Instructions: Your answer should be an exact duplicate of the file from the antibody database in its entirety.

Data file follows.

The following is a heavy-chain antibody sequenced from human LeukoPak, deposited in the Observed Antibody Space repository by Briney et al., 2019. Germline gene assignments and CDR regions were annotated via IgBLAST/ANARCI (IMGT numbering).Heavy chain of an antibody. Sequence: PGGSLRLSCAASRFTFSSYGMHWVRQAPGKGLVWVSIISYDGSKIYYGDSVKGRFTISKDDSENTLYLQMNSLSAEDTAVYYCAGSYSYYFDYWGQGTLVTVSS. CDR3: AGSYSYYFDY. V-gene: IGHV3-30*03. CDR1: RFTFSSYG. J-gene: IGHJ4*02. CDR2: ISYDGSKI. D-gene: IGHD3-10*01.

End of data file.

The following is a heavy-chain antibody sequenced from human LeukoPak, deposited in the Observed Antibody Space repository by Briney et al., 2019. Germline gene assignments and CDR regions were annotated via IgBLAST/ANARCI (IMGT numbering).Heavy chain of an antibody. Sequence: PGGSLRLSCAASRFTFSSYGMHWVRQAPGKGLVWVSIISYDGSKIYYGDSVKGRFTISKDDSENTLYLQMNSLSAEDTAVYYCAGSYSYYFDYWGQGTLVTVSS. CDR3: AGSYSYYFDY. V-gene: IGHV3-30*03. CDR1: RFTFSSYG. J-gene: IGHJ4*02. CDR2: ISYDGSKI. D-gene: IGHD3-10*01.